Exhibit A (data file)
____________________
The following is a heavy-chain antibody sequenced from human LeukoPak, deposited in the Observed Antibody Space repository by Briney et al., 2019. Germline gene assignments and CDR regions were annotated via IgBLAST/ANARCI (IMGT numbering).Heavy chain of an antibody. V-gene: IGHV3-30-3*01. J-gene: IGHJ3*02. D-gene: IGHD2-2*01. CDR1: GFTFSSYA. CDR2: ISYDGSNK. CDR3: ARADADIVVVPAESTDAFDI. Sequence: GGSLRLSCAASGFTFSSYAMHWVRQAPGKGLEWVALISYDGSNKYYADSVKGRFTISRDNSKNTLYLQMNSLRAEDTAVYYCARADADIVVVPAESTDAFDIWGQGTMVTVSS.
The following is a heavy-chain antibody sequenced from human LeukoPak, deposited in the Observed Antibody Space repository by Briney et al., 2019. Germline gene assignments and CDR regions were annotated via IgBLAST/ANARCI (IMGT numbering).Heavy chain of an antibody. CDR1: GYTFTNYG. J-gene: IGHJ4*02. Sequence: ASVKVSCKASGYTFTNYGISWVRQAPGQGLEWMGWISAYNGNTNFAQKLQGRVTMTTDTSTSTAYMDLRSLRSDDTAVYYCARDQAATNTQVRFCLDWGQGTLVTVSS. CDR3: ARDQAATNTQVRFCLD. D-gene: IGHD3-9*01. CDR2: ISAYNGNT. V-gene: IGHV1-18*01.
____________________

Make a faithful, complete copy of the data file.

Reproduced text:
The following is a heavy-chain antibody sequenced from human LeukoPak, deposited in the Observed Antibody Space repository by Briney et al., 2019. Germline gene assignments and CDR regions were annotated via IgBLAST/ANARCI (IMGT numbering).Heavy chain of an antibody. V-gene: IGHV3-30-3*01. J-gene: IGHJ3*02. D-gene: IGHD2-2*01. CDR1: GFTFSSYA. CDR2: ISYDGSNK. CDR3: ARADADIVVVPAESTDAFDI. Sequence: GGSLRLSCAASGFTFSSYAMHWVRQAPGKGLEWVALISYDGSNKYYADSVKGRFTISRDNSKNTLYLQMNSLRAEDTAVYYCARADADIVVVPAESTDAFDIWGQGTMVTVSS.
The following is a heavy-chain antibody sequenced from human LeukoPak, deposited in the Observed Antibody Space repository by Briney et al., 2019. Germline gene assignments and CDR regions were annotated via IgBLAST/ANARCI (IMGT numbering).Heavy chain of an antibody. CDR1: GYTFTNYG. J-gene: IGHJ4*02. Sequence: ASVKVSCKASGYTFTNYGISWVRQAPGQGLEWMGWISAYNGNTNFAQKLQGRVTMTTDTSTSTAYMDLRSLRSDDTAVYYCARDQAATNTQVRFCLDWGQGTLVTVSS. CDR3: ARDQAATNTQVRFCLD. D-gene: IGHD3-9*01. CDR2: ISAYNGNT. V-gene: IGHV1-18*01.